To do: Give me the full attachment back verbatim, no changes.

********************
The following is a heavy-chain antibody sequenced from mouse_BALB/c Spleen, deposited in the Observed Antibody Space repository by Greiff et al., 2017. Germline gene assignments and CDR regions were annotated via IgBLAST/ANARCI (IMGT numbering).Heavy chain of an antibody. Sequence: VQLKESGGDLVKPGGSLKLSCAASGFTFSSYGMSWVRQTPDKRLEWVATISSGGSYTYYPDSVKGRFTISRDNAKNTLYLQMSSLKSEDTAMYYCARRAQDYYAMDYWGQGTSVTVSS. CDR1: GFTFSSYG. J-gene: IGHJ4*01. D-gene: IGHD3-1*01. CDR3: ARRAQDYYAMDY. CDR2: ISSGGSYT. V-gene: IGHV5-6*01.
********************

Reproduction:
The following is a heavy-chain antibody sequenced from mouse_BALB/c Spleen, deposited in the Observed Antibody Space repository by Greiff et al., 2017. Germline gene assignments and CDR regions were annotated via IgBLAST/ANARCI (IMGT numbering).Heavy chain of an antibody. Sequence: VQLKESGGDLVKPGGSLKLSCAASGFTFSSYGMSWVRQTPDKRLEWVATISSGGSYTYYPDSVKGRFTISRDNAKNTLYLQMSSLKSEDTAMYYCARRAQDYYAMDYWGQGTSVTVSS. CDR1: GFTFSSYG. J-gene: IGHJ4*01. D-gene: IGHD3-1*01. CDR3: ARRAQDYYAMDY. CDR2: ISSGGSYT. V-gene: IGHV5-6*01.